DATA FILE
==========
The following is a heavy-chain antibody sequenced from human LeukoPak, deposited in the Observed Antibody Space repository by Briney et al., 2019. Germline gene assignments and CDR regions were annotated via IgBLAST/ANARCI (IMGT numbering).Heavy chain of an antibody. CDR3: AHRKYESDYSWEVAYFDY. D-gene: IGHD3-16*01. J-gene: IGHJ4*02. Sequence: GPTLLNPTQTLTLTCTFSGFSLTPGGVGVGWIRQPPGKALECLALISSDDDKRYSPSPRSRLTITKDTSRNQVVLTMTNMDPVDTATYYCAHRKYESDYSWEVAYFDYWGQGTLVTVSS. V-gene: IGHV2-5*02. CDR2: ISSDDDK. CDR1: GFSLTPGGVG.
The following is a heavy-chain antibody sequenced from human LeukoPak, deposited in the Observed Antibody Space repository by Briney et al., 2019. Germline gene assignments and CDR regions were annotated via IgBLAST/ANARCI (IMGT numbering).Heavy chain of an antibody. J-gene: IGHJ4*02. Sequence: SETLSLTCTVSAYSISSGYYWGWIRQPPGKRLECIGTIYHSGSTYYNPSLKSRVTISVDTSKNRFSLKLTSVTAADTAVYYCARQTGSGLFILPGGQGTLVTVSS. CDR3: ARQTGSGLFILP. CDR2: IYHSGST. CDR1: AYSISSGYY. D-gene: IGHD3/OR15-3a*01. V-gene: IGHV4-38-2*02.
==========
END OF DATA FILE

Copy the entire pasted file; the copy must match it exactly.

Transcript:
The following is a heavy-chain antibody sequenced from human LeukoPak, deposited in the Observed Antibody Space repository by Briney et al., 2019. Germline gene assignments and CDR regions were annotated via IgBLAST/ANARCI (IMGT numbering).Heavy chain of an antibody. CDR3: AHRKYESDYSWEVAYFDY. D-gene: IGHD3-16*01. J-gene: IGHJ4*02. Sequence: GPTLLNPTQTLTLTCTFSGFSLTPGGVGVGWIRQPPGKALECLALISSDDDKRYSPSPRSRLTITKDTSRNQVVLTMTNMDPVDTATYYCAHRKYESDYSWEVAYFDYWGQGTLVTVSS. V-gene: IGHV2-5*02. CDR2: ISSDDDK. CDR1: GFSLTPGGVG.
The following is a heavy-chain antibody sequenced from human LeukoPak, deposited in the Observed Antibody Space repository by Briney et al., 2019. Germline gene assignments and CDR regions were annotated via IgBLAST/ANARCI (IMGT numbering).Heavy chain of an antibody. J-gene: IGHJ4*02. Sequence: SETLSLTCTVSAYSISSGYYWGWIRQPPGKRLECIGTIYHSGSTYYNPSLKSRVTISVDTSKNRFSLKLTSVTAADTAVYYCARQTGSGLFILPGGQGTLVTVSS. CDR3: ARQTGSGLFILP. CDR2: IYHSGST. CDR1: AYSISSGYY. D-gene: IGHD3/OR15-3a*01. V-gene: IGHV4-38-2*02.